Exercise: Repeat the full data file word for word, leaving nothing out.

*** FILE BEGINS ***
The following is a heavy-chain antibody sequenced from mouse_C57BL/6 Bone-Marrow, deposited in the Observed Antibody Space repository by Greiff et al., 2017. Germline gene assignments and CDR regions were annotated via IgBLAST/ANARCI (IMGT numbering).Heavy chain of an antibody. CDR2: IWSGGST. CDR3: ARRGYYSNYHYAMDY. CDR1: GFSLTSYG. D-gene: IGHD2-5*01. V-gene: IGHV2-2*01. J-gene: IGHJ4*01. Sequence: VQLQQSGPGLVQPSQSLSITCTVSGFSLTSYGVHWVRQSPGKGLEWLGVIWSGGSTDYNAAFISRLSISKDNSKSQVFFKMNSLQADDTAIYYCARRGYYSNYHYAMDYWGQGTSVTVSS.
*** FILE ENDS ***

The following is a heavy-chain antibody sequenced from mouse_C57BL/6 Bone-Marrow, deposited in the Observed Antibody Space repository by Greiff et al., 2017. Germline gene assignments and CDR regions were annotated via IgBLAST/ANARCI (IMGT numbering).Heavy chain of an antibody. CDR2: IWSGGST. CDR3: ARRGYYSNYHYAMDY. CDR1: GFSLTSYG. D-gene: IGHD2-5*01. V-gene: IGHV2-2*01. J-gene: IGHJ4*01. Sequence: VQLQQSGPGLVQPSQSLSITCTVSGFSLTSYGVHWVRQSPGKGLEWLGVIWSGGSTDYNAAFISRLSISKDNSKSQVFFKMNSLQADDTAIYYCARRGYYSNYHYAMDYWGQGTSVTVSS.